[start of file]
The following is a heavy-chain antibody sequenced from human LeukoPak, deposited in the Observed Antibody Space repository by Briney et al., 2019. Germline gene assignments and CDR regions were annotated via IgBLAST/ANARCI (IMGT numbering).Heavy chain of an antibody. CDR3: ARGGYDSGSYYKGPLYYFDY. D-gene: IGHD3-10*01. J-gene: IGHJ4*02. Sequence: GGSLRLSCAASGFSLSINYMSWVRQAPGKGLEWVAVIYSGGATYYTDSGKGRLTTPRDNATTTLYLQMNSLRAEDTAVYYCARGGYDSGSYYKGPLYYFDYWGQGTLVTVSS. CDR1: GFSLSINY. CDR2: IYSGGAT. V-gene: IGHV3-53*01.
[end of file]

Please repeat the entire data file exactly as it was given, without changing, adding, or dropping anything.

The following is a heavy-chain antibody sequenced from human LeukoPak, deposited in the Observed Antibody Space repository by Briney et al., 2019. Germline gene assignments and CDR regions were annotated via IgBLAST/ANARCI (IMGT numbering).Heavy chain of an antibody. CDR3: ARGGYDSGSYYKGPLYYFDY. D-gene: IGHD3-10*01. J-gene: IGHJ4*02. Sequence: GGSLRLSCAASGFSLSINYMSWVRQAPGKGLEWVAVIYSGGATYYTDSGKGRLTTPRDNATTTLYLQMNSLRAEDTAVYYCARGGYDSGSYYKGPLYYFDYWGQGTLVTVSS. CDR1: GFSLSINY. CDR2: IYSGGAT. V-gene: IGHV3-53*01.